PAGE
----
Love Wins Book Review
So I have just finished Rob Bell’s new book. Let me start out by saying I am a huge Rob Bell fan. I love his pastor’s heart. He’s one of the many people that framed my decision to attend Fuller Seminary. I have watched and read just about everything he has put out. With all of the hubbub surrounding his newest book, I wanted to read it. With any fellow teacher, when we work critically we focus on the teaching documents. We work toward truth discovery not character assassination or in this case evangelical witch hunting, which unfortunately I am seeing happen too often.
Rob does a great job of questioning some of the assertions of the church. In the end Love Wins is not as controversial as the Time Magazine article would lead you to believe. I thought that the first chapter titled “What about the Flat Tire?” raised some great questions and his chapter on heaven was awesome. Still there are some problems you should be aware of.
This is a good guide to begin your development of heaven and hell but it should not end here. Remember that if your serious you’ll go way beyond Rob Bell’s book, which I felt rushed and unfinished in its execution. (I can’t believe I am saying this.)
Rob asks many questions but often leaves us at the door of whatever it is he is concluding. In the end many of these are left unanswered. While we can do that in discussions with pastors, I would not think this is a helpful book for people without theological training whom seeking to understand heaven and hell.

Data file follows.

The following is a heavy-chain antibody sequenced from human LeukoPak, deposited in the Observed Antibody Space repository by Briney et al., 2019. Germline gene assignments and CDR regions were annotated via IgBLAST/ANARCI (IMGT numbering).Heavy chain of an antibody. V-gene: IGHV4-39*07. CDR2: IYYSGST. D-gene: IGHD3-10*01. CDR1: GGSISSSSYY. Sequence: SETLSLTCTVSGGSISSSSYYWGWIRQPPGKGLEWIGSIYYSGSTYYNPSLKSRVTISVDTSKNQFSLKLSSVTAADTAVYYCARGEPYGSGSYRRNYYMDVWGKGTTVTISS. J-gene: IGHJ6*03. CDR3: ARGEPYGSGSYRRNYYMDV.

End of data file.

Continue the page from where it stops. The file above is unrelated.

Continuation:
If your looking for tangible answer questions regarding where heaven, hell are and nature of the universe you need to look elsewhere. Near the end of the work, Rob says that Heaven and Hell are here, now, around us, upon us, within us. Again this is true but he leaves the discussion about the nature of what happens after people die with the Greek word olam and the interpretation of eternal or infinite. It is true that the Jewish understanding is more sophisticated than evangelicals have boiled it down. I give credit to Rob for reopening this field of discussion. But there is no talk about the judgment of humanity after they die. Rob what happens when we die?
There is also the theme of Jesus as supracultural in one chapter, which I have to agree with. But there is more to this discussion. Jesus is beyond culture but still have to interpret Jesus in the context of his Judaism. Taking Jesus out of his Jewish context is problematic because you cannot understand the scriptures if you try to separate out Jewish culture. If you do this then you get to decide what to keep in and what you take out. And that’s a problem. I felt like this was unfinished.
At the end of the book the statement is made that “Love is what God is, love is why Jesus came….” The first statement is a false premise. God is love but love is not God. Love is an emotion and a demonstration of commitment but it is not a being or a force. God of course is love but he is also so much more than love. Related to this is the statement that our “badness can separate us from God’s love, that’s clear. But our goodness can separate us from God’s love as well.” This really surprised me. Again unfinished. It’s our pride in our good works separate us from God’s love. Let me remind us. We aren’t saved by good works but unto good works. What we do doesn’t save us but because we are saved we can do good works like no one else can. Obedience to what God is leading us is not going to separate us from Him.
In the end I think Love Wins is my least favorite Rob Bell book. I think that it was probably rushed. So many unanswered questions it felt like an exegetical paper without the conclusions. It may be by design but I don’t think it’s really all that helpful.
Update: Rob Bell, what is happening to you?